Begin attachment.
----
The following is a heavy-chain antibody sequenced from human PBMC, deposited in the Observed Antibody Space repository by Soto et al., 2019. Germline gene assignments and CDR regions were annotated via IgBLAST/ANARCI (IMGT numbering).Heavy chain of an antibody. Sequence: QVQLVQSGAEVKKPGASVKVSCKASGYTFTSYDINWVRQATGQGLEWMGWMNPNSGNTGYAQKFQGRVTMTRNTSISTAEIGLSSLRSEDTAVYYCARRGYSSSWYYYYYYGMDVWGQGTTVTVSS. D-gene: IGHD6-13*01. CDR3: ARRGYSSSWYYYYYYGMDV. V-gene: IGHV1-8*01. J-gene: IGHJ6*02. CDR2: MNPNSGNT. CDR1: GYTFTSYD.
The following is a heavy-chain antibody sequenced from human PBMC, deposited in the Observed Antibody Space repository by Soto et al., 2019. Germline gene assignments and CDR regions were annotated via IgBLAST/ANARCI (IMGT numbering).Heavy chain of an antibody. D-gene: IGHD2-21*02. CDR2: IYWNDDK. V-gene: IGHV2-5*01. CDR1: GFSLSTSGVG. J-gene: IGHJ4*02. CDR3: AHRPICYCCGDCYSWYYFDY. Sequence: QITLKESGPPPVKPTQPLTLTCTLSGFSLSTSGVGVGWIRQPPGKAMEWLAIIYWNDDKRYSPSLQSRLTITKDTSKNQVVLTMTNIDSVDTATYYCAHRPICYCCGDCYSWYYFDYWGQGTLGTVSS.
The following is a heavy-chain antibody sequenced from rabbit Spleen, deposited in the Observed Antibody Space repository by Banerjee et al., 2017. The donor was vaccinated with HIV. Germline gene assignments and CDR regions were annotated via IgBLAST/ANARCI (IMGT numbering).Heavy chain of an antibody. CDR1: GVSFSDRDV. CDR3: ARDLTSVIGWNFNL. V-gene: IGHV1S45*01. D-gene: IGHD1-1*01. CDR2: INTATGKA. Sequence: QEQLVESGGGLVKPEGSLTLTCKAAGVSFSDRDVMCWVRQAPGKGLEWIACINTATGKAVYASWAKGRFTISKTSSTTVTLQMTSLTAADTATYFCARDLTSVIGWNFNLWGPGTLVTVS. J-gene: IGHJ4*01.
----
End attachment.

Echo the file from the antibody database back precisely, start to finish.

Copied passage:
The following is a heavy-chain antibody sequenced from human PBMC, deposited in the Observed Antibody Space repository by Soto et al., 2019. Germline gene assignments and CDR regions were annotated via IgBLAST/ANARCI (IMGT numbering).Heavy chain of an antibody. Sequence: QVQLVQSGAEVKKPGASVKVSCKASGYTFTSYDINWVRQATGQGLEWMGWMNPNSGNTGYAQKFQGRVTMTRNTSISTAEIGLSSLRSEDTAVYYCARRGYSSSWYYYYYYGMDVWGQGTTVTVSS. D-gene: IGHD6-13*01. CDR3: ARRGYSSSWYYYYYYGMDV. V-gene: IGHV1-8*01. J-gene: IGHJ6*02. CDR2: MNPNSGNT. CDR1: GYTFTSYD.
The following is a heavy-chain antibody sequenced from human PBMC, deposited in the Observed Antibody Space repository by Soto et al., 2019. Germline gene assignments and CDR regions were annotated via IgBLAST/ANARCI (IMGT numbering).Heavy chain of an antibody. D-gene: IGHD2-21*02. CDR2: IYWNDDK. V-gene: IGHV2-5*01. CDR1: GFSLSTSGVG. J-gene: IGHJ4*02. CDR3: AHRPICYCCGDCYSWYYFDY. Sequence: QITLKESGPPPVKPTQPLTLTCTLSGFSLSTSGVGVGWIRQPPGKAMEWLAIIYWNDDKRYSPSLQSRLTITKDTSKNQVVLTMTNIDSVDTATYYCAHRPICYCCGDCYSWYYFDYWGQGTLGTVSS.
The following is a heavy-chain antibody sequenced from rabbit Spleen, deposited in the Observed Antibody Space repository by Banerjee et al., 2017. The donor was vaccinated with HIV. Germline gene assignments and CDR regions were annotated via IgBLAST/ANARCI (IMGT numbering).Heavy chain of an antibody. CDR1: GVSFSDRDV. CDR3: ARDLTSVIGWNFNL. V-gene: IGHV1S45*01. D-gene: IGHD1-1*01. CDR2: INTATGKA. Sequence: QEQLVESGGGLVKPEGSLTLTCKAAGVSFSDRDVMCWVRQAPGKGLEWIACINTATGKAVYASWAKGRFTISKTSSTTVTLQMTSLTAADTATYFCARDLTSVIGWNFNLWGPGTLVTVS. J-gene: IGHJ4*01.